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Four Good Sam Nurses Honored at DAISY Award Ceremony

Good Samaritan Regional Medical Center honored their fall/winter 2022 DAISY awards winners with an official ceremony Friday, Feb. 10, led by Good Samaritan CEO Laura Hennum, Vice President of Patient Services, Tim Eixenberger and DAISY Awards Coordinator, Laura Sailor.

The DAISY Award was established by the family of J. Patrick Barnes, who died in 1999 at the age of 33 from an autoimmune disorder. His family was so moved by the care his nurses provided him that the family created the award to honor nurses for the astounding care they give.

The four honored included nurses Michael Kolbas, Amanda Kimball, Kat Wortman and nurse leader Ann Sisson.

Kolbas’ use of music therapy with an oncology patient suffering in tremendous pain was noted by his nominator. 

“The extra time Michael spent on things large and small throughout my stay, knowing he truly cared and was interested in me, makes the difference between a nurse doing their job and a nurse doing a great job,” the nominator noted. “That made a significant difference in how I healed and how other patients can heal.”

Kolbas remembered the patient that nominated him. To ease her pain, he said he set her up with a portable speaker to listen to his curated playlist of soothing music.

Kimball was described by her co-workers as a leader who demonstrates her skills through action.

“Amanda always keeps a level head when the volume of patients won’t stop coming through the door,” a team of nominators wrote. “She frequently wears many different hats at the same time. She’s been known to work as the nursery nurse, charge nurse and even take on a labor patient at the same time. I don’t think the word ‘no’ is in her vocabulary.”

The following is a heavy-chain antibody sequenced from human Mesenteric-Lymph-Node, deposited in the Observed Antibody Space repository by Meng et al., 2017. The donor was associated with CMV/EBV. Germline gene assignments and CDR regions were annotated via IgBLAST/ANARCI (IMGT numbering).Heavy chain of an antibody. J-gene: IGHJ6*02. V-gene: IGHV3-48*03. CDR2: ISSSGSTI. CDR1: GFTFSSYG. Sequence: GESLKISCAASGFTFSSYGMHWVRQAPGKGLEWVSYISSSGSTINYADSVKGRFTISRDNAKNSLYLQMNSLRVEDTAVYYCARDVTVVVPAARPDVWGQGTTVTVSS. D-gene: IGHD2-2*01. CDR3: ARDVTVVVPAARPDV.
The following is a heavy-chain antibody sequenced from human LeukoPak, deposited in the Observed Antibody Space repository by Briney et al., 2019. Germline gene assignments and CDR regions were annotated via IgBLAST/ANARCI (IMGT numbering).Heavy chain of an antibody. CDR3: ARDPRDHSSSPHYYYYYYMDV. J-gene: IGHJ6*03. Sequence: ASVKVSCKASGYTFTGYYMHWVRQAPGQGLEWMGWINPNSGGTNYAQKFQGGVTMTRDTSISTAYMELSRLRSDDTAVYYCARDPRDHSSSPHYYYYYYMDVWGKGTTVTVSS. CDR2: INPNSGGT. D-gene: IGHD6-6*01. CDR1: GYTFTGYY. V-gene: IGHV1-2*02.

Kimball said she first thought about being a doctor while taking care of a sick brother early in life, but her world changed when she became a mom at a young age.

“I was a teenage mother, kind of feeling like I was having to give up all my dreams then my labor nurse introduced me into nursing,” said Kimball. “I never thought about nursing as a career, but I decided to become a CNA and just fell in love with the profession.”

Wortman was noted for her “extreme selflessness” in caring for a co-worker’s loved one in Good Sam’s Progressive Care Unit. Wortman, who was raised in Crimea, was educated in Europe as a doctor and went back to school for a nursing degree after coming to the United States.

“Kat was recently the nurse for my family member when admitted to PCU at GSRMC,” wrote Krista Herron, RN in her nomination letter. “As an experienced ICU RN myself, I tend to place other nurses to a high professional standard of care; Kat easily exceeded those expectations.”

“While Kat was providing exceptional care to my own family member. It wasn’t lost on me that her own loved ones were currently experiencing an unprecedented assault on Ukrainian cities; forcing her family and friends to hide in subway stations and flee their homes to refugee shelters.”

Sisson’s anonymous nominator said she was an “amazing educator” during her former role as PCU nurse educator, a position she left recently to become the head manager of PCU.

As invited staff gathered in a Good Samaritan conference room, the four winners were presented with bouquets of daisies and roses, a certificate, a DAISY pin and as tradition at Good Samaritan, a Healer’s Touch sculpture which was hand carved by an artist in Zimbabwe.

Patients, families and co-workers can nominate a nurse for a DAISY Award at More information is available at


Past GSRMC DAISY Winners



  • Florita Alley
  • Sean Barnett
  • Leslie Hillard
  • Bill Howden- Nurse Leader



  • Candace Maccarone Janes
  • Carron Gutierrez
  • Florita Alley
  • Heather Greene
  • Pushpa Kanapareddy
  • Sylvia Little



  • Jennifer Bond
  • Elizabeth Lewis
  • Mandy Clark
  • Veronica Walker- Nurse Leader
  • Tammy Miller
  • Christopher Brandt
  • Mendy Alvernaz
  • Paula Stahl- Nurse Leader



  • Jessica Bowers
  • Kate Riley
  • Libby Brooks